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MARQUETTE - While the Marquette school board will not make any more budget cuts for the 2009-10 school year, more cuts are expected for 2010-11.
"We're not done balancing our budget," said Kellie Holmstrom, Marquette Area Public Schools board president, at a special board meeting Monday night.
Jon Hartwig, superintendent of the Marquette Area Public Schools, and the Marquette school board watch a presentation on the district’s budget forecast at a meeting Monday evening. (Journal photo by Miriam Moeller)
After a presentation of the 2009-10 budget projections by Tim Yeadon, MAPS assistant superintendent for finance, the board came to a consensus to hold off on more cuts for the 2009-10 school year. But members said cuts will be coming in 2010-11.
"Obviously these are some gloomy projections," said MAPS board trustee Norman Gruber, suggesting that the board adopt the 2009-10 budget as it is at a later meeting in June, yet immediately after start discussing cuts for the following year.
"I just can see from our projections for the future that the economy isn't helping us any," said MAPS board trustee Laura Songer.
The district's projected budget for next year includes $27.2 million in revenues and $28.9 million in expenditures. A $1.7 million deficit remains, which is projected to be covered by the fund balance and contingency, or rainy day, fund. After 2009-10, MAPS will be left with $1.9 million in its rainy day fund and nothing in the fund balance.
In 2010-11, Yeadon projects a deficit of around $3 million, which could be partially covered by the remaining $1.9 million in the rainy day fund. However, that would still leave MAPS $1 million in the hole. In 2011-12, the budget projections are even worse, predicting a possible deficit of $5.6 million and nothing left in reserve funds.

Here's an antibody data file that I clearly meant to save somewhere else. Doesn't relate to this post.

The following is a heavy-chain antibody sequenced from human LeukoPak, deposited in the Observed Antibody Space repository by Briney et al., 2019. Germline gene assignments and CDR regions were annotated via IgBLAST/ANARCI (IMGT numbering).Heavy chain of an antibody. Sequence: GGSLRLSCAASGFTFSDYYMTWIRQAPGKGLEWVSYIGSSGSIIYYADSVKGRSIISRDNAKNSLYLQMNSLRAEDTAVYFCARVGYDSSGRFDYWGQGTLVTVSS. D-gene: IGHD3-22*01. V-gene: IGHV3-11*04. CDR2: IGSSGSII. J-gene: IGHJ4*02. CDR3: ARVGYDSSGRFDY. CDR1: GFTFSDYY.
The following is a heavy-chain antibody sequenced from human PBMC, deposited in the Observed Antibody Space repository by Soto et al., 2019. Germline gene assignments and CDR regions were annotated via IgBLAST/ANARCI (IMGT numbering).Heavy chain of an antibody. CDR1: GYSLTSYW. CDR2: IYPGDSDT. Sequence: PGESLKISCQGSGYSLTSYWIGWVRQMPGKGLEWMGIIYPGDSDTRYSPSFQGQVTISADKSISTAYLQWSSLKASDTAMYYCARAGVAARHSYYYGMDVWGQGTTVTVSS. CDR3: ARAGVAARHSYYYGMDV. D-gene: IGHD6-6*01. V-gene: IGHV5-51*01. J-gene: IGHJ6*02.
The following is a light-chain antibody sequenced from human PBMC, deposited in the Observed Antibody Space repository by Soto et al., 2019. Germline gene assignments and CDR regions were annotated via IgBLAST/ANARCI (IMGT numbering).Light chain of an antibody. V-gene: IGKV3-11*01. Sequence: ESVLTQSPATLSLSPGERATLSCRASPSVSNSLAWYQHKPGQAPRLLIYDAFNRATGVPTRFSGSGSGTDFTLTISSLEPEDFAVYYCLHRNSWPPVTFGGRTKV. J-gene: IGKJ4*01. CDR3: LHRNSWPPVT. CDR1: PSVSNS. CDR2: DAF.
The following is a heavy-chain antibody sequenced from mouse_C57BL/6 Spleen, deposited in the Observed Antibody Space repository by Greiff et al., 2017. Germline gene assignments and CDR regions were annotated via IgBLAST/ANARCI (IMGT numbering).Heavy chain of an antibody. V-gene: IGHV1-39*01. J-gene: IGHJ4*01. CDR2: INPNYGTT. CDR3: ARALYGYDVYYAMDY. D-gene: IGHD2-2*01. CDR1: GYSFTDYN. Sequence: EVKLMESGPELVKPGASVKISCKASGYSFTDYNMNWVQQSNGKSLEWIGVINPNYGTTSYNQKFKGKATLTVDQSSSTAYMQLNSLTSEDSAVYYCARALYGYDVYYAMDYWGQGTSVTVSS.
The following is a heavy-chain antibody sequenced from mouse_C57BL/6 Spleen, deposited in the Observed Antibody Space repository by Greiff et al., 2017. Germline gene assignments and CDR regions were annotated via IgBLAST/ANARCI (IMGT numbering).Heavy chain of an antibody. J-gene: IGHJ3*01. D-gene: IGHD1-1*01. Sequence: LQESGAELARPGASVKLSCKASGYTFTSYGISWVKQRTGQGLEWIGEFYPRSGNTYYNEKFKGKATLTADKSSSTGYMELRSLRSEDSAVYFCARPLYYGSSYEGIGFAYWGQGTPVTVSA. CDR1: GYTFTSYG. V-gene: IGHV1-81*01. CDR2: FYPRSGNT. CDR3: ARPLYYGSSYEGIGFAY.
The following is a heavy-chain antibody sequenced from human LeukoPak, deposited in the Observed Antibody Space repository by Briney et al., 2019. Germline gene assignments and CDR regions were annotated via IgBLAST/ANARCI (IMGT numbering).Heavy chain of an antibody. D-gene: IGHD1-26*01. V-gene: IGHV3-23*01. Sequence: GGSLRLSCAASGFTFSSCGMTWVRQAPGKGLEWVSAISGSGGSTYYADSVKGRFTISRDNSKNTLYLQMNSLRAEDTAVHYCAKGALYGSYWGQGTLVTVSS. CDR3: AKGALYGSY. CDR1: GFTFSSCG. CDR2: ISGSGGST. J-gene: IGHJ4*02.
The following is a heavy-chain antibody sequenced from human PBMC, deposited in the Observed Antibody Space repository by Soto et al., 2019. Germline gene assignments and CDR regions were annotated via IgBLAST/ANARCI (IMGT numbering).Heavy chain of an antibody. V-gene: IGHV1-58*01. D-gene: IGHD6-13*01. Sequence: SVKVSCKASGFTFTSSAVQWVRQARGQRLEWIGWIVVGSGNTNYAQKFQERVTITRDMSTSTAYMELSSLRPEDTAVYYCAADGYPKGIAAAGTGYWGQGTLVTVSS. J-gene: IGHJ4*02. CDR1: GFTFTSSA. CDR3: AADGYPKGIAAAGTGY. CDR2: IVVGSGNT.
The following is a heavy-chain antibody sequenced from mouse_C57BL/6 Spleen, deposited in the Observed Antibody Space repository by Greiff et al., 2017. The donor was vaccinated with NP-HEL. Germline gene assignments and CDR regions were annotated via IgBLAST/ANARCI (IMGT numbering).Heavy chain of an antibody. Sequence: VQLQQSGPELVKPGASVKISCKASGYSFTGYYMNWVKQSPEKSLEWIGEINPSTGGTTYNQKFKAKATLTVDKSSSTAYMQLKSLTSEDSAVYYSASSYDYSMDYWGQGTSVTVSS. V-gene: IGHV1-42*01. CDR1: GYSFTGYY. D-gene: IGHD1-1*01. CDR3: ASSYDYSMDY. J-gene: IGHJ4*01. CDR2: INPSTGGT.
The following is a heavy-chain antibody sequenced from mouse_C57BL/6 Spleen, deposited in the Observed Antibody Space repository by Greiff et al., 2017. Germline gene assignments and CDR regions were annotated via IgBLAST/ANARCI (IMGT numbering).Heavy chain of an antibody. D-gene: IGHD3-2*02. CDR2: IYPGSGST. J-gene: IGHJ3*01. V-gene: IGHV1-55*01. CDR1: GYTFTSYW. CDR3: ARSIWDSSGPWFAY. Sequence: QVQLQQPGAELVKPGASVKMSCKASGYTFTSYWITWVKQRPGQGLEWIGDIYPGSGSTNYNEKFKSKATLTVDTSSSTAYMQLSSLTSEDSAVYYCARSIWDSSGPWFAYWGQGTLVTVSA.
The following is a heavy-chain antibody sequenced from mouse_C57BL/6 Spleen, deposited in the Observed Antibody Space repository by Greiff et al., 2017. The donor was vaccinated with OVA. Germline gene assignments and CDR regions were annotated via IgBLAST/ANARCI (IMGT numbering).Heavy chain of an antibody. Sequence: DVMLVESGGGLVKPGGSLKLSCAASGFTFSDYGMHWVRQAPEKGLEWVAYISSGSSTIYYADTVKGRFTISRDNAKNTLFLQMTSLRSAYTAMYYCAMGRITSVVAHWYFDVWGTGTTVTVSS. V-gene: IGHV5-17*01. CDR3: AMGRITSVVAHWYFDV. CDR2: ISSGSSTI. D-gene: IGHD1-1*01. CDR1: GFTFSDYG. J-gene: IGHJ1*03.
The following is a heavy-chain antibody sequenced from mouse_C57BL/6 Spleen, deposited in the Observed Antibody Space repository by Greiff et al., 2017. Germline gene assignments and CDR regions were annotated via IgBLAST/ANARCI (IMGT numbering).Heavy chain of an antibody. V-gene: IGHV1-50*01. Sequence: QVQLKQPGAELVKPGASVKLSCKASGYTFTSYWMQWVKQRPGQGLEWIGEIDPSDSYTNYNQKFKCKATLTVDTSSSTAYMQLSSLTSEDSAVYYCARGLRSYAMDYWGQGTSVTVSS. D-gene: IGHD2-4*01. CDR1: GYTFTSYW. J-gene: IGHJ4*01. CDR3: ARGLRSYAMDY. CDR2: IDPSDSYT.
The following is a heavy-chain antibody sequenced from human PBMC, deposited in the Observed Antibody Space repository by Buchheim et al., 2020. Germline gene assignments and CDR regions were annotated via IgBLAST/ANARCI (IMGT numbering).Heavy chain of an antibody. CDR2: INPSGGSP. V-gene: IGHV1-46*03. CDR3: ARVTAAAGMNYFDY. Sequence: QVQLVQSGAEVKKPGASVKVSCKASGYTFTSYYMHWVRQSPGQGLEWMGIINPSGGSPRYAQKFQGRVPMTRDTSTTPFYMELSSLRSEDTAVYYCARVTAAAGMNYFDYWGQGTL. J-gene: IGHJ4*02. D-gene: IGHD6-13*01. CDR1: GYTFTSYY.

"As we move forward into the next year (2010-11), we're not only using the contingency fund, but we'll be in the negative," Yeadon said.
Even with the $1.9 million in cuts that the board recently made, Yeadon said, the budget will not be balanced in the future.
According to district auditors, a public school district's fund balance should be 10 to 15 percent of its operating expenditures. For MAPS that would be $3 million.
"That's why the contingency fund was created," Yeadon said.
Yeadon attributed the growing deficits projected over the next years to static revenues, increasing expenditures, declining enrollment and flat state aid.
"As you can see really our revenues don't change dramatically," he said during his presentation. "But what happens is our expenditures continue to grow, if we don't do anything."
About 30 people attended the meeting, including Matt Edgell, president of the Marquette Area Education Association, who spoke to the board in public comment. Edgell talked about retirement incentive plans the teachers union has offered the district in an effort to bring in younger, lower-paid teachers and offer retirement to older, higher-paid teachers. Currently the union is working with the district on creating a second retirement incentive plan.
Edgell said the retirement incentive would help both teachers and the district. Holmstrom responded to Edgell in her board comments, saying that she appreciated the union's efforts, but noting the district requested a salary freeze from the teachers, which they did not accept.
"We're all working on this together," she said.
In other business, the board voted to replace 16 doors at four district schools, awarding a bid of $94,842 to A&F Construction of Marquette to complete the project.